The American writer, lawyer, artist and soldier, who was more commonly known as C E S Wood, was a major figure in the 19th century civil liberties movement where he worked tirelessly to right the wrongs of his countrymen against many displaced Native American tribes. Although poetry was a part of his literary output his best known work was a satirical collection of essays called Heavenly Discourse which was published in 1927. It took the form of discussions, usually imaginary, between such characters as Theodore Roosevelt, Mark Twain, Tom Paine, Jesus Christ and God. Although an ex-military man himself, Wood took a highly critical stance against militarism in particular and religious intolerance in general terms.
He was born Charles Erskine Scott Wood on the 20th February 1852 in Erie, Pennsylvania. A military career will have been on his radar when he graduated from the famous United States Military Academy at West Point in 1874 and he soon found himself, as an infantry officer, up against Native American tribes in the Nez Perce War of 1877. This was a final flurry of defiance by so-called “non-treaty Indians” who were being coerced, by the US Army, into moving off their ancestral lands and onto an authorised reservation. Wood was there when Chief Joseph surrendered on behalf of his fellow tribesmen and read out a statement that had been written by Wood for him:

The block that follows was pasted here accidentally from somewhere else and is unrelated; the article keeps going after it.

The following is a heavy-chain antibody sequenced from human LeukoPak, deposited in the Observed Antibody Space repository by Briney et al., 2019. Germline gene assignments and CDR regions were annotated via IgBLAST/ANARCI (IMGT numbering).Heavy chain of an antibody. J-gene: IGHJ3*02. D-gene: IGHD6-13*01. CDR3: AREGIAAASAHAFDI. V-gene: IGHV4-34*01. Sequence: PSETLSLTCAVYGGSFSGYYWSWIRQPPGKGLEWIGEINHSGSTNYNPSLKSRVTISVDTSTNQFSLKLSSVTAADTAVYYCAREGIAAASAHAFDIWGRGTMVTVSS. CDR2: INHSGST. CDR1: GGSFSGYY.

The course of this enforced resettlement did not go smoothly though and Wood worked hard on behalf of the disadvantaged people, with Chief Joseph becoming a close friend of his. Following his military service he settled into the life of a well-respected attorney in Portland, Oregon and also found time to write for the Pacific Monthly magazine. Many figures from the art and literary world were regular house guests at the Wood residence.
He was a prominent figure in both legal and political circles well into the 20th century and, whenever and wherever he could, Wood did his very best to upset the carefully ordered ways of the courts and government circles. He referred to the federal courts as “police courts” and espoused the opinion that
In addition to his outstanding skills as an advocate and writer, Wood was also an accomplished painter. He captured many aspects of Native American life on canvas, favouring especially the beauty of the still, largely unspoiled, country. His friends were numerous including writers such as John Steinbeck, the famous lawyer Clarence Darrow and the artist Childe Hassam.
Charles Wood was a very well educated man who, at various times spent at Columbia University, collected both a degree in Law and a Ph.D. He had some success with published work including a piece called Poet in the Desert, published in 1915. While serving as a soldier he experienced the worst of the country in hot, dry desert regions although, even here, there was some beauty to be found. Here are the first two verses of that poem:
Much of his published work was written from his retreat in California known as “The Cats”, a house that he shared with his second wife, fellow poet Sara Bard Field, during the final twenty five years of his life.
Charles Erskine Scott Wood died in Los Gatos, California on the 22nd January 1944, aged 91.